A universal centralized protection scheme for feeders of AC microgrids using IEC-61869-9 digital instrument transformers

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This thesis underscores the escalating importance of microgrids powered by renewable energy sources and inverters in modern power systems. Despite offering significant environmental and economic advantages, their decentralized and dynamic nature poses unique protection challenges. Traditional protection methods struggle to adapt to the diverse conditions within microgrids. Past protection techniques relying on current or voltage detection have limitations affecting system reliability and security. To address this, the thesis proposes a pioneering protection approach based on ’discrepant impedance.’ This concept calculates impedance disparities using both feeder ends’ positive sequence voltage and current measurements. This value approximates zero during normal operation but deviates during a fault, enabling effective fault detection. The proposed protection philosophy was rigorously tested through simulations, real-time experiments using RTDS®, and validation on the IEEE-9 bus system with inverter-based resources, a benchmark system by the National Renewable Energy Laboratory National Renewable Energy Laboratory (NREL). Comparative assessments with traditional methods underscore the effectiveness and adaptability of the discrepant impedance-based protection scheme. The thesis concludes by discussing practical implementation options, showcasing the approach’s versatility across varied microgrid configurations and control strategies, and ultimately demonstrating the feasibility and effectiveness of discrepant impedance-based feeder protection for modern microgrid systems.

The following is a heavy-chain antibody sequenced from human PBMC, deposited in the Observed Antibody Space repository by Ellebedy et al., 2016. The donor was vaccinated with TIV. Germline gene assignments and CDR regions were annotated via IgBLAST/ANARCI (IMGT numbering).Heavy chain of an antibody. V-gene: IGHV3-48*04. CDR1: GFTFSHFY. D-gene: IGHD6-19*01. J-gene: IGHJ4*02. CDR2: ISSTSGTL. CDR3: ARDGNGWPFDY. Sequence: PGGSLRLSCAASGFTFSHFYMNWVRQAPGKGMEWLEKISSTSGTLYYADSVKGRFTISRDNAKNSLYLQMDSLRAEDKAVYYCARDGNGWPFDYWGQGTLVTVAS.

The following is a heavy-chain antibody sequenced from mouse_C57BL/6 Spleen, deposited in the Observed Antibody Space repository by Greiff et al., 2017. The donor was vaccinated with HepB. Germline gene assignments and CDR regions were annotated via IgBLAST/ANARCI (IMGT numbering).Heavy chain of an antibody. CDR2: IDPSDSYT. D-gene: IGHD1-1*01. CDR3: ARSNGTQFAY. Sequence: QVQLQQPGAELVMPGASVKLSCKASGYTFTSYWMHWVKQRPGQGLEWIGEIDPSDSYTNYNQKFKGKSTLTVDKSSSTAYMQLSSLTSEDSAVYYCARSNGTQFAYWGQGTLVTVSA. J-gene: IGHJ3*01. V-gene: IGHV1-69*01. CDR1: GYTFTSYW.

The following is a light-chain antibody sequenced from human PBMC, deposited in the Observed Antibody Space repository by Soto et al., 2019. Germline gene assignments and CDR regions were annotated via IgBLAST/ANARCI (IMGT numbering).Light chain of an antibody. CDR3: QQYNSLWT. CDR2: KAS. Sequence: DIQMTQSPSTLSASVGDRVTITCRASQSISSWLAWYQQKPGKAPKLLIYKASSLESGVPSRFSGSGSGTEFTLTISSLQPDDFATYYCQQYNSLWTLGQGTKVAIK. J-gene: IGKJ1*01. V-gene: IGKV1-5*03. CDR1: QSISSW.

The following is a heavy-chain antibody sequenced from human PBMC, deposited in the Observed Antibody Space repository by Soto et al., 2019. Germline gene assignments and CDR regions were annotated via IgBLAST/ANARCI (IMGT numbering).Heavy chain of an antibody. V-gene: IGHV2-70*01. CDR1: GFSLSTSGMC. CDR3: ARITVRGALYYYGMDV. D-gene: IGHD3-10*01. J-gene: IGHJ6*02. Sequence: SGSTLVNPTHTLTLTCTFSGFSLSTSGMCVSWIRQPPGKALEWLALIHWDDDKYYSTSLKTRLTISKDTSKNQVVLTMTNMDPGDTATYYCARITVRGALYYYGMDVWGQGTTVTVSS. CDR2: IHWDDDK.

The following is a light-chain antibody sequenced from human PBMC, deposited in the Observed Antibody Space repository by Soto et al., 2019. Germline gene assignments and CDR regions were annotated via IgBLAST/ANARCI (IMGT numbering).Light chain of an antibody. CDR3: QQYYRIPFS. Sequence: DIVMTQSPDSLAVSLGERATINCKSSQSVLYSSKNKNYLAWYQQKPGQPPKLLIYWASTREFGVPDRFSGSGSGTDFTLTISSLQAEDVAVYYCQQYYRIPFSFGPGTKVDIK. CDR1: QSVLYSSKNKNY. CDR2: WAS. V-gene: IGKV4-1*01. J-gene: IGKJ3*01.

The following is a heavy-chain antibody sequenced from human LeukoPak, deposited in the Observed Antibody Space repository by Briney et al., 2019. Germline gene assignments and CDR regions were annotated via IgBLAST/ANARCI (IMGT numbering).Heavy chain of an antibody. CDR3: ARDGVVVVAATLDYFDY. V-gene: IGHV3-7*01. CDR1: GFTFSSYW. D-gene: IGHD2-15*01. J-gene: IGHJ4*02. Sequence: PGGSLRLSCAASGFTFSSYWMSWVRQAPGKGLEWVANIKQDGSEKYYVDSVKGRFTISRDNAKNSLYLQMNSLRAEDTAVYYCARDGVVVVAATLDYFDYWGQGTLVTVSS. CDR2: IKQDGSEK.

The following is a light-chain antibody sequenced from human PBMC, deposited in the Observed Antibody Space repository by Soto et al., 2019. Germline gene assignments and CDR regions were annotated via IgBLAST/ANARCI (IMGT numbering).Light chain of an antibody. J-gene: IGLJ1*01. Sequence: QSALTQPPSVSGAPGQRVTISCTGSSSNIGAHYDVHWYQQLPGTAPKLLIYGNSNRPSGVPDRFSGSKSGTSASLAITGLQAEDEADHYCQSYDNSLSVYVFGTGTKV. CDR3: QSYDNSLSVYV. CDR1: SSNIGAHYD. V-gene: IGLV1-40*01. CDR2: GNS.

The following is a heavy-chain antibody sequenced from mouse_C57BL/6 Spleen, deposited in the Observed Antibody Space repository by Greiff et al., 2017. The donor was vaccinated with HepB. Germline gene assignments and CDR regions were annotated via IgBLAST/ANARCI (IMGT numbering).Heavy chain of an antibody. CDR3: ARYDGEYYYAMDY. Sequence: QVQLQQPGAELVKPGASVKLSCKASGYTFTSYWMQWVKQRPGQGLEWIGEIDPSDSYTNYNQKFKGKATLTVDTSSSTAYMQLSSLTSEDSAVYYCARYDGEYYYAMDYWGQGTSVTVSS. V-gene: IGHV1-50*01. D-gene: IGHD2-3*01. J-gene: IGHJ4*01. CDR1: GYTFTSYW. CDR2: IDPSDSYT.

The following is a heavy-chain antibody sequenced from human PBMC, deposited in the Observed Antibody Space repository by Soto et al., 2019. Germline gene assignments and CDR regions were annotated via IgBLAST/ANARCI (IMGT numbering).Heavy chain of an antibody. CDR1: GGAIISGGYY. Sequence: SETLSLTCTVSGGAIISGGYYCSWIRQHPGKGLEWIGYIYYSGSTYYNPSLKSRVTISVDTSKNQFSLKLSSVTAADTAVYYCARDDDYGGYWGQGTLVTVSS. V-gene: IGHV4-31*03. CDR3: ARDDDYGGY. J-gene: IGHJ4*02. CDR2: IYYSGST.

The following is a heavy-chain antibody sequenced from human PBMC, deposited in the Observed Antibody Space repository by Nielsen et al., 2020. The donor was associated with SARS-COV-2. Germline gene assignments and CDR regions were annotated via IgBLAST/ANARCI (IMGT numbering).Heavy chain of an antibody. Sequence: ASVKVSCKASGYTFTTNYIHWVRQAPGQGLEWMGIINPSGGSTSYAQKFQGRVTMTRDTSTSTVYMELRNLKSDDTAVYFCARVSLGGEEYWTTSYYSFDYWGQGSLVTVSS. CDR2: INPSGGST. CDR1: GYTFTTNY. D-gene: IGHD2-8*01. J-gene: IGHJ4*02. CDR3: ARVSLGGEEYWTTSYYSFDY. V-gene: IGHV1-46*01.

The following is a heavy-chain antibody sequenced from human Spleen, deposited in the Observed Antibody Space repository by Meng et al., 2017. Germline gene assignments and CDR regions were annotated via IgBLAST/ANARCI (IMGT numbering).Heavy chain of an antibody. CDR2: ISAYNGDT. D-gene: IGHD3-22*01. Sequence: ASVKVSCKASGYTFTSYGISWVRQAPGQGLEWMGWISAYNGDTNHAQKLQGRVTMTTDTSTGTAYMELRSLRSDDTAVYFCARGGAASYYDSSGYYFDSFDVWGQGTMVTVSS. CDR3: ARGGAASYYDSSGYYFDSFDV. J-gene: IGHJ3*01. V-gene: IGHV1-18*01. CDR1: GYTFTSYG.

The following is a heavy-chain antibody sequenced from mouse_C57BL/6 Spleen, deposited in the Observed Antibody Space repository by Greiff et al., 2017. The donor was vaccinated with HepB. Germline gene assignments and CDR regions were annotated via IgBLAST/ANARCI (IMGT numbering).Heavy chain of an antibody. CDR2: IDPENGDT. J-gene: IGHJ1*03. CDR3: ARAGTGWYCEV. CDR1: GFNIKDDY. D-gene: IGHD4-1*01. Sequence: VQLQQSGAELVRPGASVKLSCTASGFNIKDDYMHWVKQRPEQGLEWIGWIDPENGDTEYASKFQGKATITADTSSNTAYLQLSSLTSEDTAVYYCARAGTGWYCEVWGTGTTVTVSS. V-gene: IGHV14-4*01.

Microgrids, Sampled values, IEC 61850, Synchronized phasor measurement, IEC 61869-9